Jay A. Clarke

Biography

Jay A. Clarke is Rothman Family Curator of Prints and Drawings at the Art Institute of Chicago. She was Manton Curator of Prints, Drawings, and Photographs at the Clark Art Institute from 2009 to 2018 where she also taught graduate seminars in the Graduate Program in Art History at Williams College. Her publications include Becoming Edvard Munch: Influence, Anxiety, and Myth (2009). She edited and contributed to Innovation, Tradition, and Nostalgia: The Manton Collection of British Art (2012), The Impressionist Line from Degas to Toulouse-Lautrec (2013), Hurricane Waves: Clifford Ross (2015), Machine Age Modernism (2015), and Picasso/Encounters (2017). Clarke has written articles on Käthe Kollwitz, Max Beckmann, Cornelia Paczka-Wagner, Julius Meier-Graefe, and Edvard Munch. Over the past decade she has curated a wide range of exhibitions including: The Strange World of Albrecht Dürer(2010), Whistler’s Mother: Grey, Black, and White (2015), Photography and Discovery (2016), Japanese Impressions: Color Woodblock Prints from the Rodbell Family Collection (2016), and No Rules: Helen Frankenthaler Woodcuts (2017). In 2016, she was a Fellow at the Center for Curatorial Leadership. She received her M.A. and Ph.D. from Brown University.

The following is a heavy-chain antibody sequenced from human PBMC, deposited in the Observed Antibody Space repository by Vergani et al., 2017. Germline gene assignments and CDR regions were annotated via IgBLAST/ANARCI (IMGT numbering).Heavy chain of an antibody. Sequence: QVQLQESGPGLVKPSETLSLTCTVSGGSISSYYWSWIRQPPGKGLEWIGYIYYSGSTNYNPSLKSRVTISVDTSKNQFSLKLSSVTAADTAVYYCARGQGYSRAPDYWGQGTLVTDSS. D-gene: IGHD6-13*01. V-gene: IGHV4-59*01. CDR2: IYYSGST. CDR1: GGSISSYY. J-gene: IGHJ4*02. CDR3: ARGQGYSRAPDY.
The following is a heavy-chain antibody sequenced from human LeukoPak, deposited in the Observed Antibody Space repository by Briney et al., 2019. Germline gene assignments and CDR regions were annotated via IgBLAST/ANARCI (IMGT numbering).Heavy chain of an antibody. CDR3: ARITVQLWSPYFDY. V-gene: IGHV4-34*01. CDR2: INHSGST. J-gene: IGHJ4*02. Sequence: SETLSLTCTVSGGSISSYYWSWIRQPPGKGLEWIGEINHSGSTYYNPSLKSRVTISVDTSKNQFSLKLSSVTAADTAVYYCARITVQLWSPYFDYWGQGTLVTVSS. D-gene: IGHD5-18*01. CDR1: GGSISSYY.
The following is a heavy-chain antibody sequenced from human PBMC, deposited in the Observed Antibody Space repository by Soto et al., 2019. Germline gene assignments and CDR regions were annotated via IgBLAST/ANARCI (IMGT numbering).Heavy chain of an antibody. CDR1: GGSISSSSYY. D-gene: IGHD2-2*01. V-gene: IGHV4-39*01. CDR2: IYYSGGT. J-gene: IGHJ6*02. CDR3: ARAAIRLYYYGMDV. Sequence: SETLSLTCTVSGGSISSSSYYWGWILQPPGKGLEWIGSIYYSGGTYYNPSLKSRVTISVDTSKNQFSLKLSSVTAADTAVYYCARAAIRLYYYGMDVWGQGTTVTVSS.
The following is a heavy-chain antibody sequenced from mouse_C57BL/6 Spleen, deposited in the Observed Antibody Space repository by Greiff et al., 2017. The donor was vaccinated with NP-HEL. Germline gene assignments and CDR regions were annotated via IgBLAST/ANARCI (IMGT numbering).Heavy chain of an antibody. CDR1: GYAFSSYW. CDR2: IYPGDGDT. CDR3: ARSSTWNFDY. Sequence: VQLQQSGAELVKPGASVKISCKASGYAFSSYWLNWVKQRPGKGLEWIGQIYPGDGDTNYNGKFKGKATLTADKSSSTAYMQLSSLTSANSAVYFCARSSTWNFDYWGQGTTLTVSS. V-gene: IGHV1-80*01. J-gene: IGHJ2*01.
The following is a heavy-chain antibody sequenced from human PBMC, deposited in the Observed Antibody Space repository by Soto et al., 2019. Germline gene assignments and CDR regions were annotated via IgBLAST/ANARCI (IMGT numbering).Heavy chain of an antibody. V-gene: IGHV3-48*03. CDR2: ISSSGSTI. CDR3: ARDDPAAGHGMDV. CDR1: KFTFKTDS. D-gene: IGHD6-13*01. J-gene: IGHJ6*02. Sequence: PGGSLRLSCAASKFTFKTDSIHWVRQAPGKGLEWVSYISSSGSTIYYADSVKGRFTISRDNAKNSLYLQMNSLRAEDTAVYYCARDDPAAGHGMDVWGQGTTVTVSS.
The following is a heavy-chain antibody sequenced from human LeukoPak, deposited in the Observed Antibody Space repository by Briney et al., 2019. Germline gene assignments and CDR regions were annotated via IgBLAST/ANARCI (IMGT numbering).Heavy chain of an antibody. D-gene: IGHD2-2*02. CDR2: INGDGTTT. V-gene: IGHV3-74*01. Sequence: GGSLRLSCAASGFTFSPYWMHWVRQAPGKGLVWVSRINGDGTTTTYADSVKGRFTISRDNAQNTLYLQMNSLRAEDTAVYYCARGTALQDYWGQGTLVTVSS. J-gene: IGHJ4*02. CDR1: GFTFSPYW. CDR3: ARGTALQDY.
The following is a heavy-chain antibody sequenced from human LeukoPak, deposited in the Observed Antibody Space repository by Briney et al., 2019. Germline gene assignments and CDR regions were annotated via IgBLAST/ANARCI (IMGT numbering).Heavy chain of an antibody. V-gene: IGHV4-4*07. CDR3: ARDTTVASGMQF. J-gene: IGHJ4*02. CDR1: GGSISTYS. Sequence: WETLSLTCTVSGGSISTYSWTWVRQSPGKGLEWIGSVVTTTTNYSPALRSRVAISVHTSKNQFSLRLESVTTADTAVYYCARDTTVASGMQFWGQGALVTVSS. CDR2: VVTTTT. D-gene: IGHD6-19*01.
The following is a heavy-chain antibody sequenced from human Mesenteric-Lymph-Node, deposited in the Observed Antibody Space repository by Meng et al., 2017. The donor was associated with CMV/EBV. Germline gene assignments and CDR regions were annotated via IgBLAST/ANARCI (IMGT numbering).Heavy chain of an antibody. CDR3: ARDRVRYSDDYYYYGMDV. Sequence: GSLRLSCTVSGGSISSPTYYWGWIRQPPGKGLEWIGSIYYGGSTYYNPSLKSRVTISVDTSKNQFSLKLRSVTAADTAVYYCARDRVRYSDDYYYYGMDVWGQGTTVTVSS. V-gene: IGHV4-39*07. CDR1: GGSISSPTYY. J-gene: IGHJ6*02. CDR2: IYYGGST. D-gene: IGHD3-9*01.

Clarke is currently working on three forthcoming exhibitions and their related publications: a retrospective of Bridget Riley drawings (Art Institute of Chicago, Hammer Museum, Los Angeles, and Morgan Library and Museum, New York) for 2022; a major loan exhibition Edvard Munch: Transforming Nature (Clark Art Institute, Barberini Museum, Potsdam, and Munch Museum, Norway) for 2023; and a retrospective of the paintings, drawings, and prints of Paula Modersohn-Becker (Art Institute of Chicago and the Neue Galerie, New York) for 2024.

Publications

Picasso|Encounters (with Marilyn McCully) 

Clark Art Institute
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2017

The Spiritual Landscapes of Adrienne Farb, 1980-2006

College of Holy Cross
,
2006

“'Imperfect Impressions’: Nikolai Astrup and the Art of the Woodcut,” in Nikolai Astrup: Visions of Norway, edited by MaryAnne Stevens (Yale University Press, 2021).                    

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Profiles

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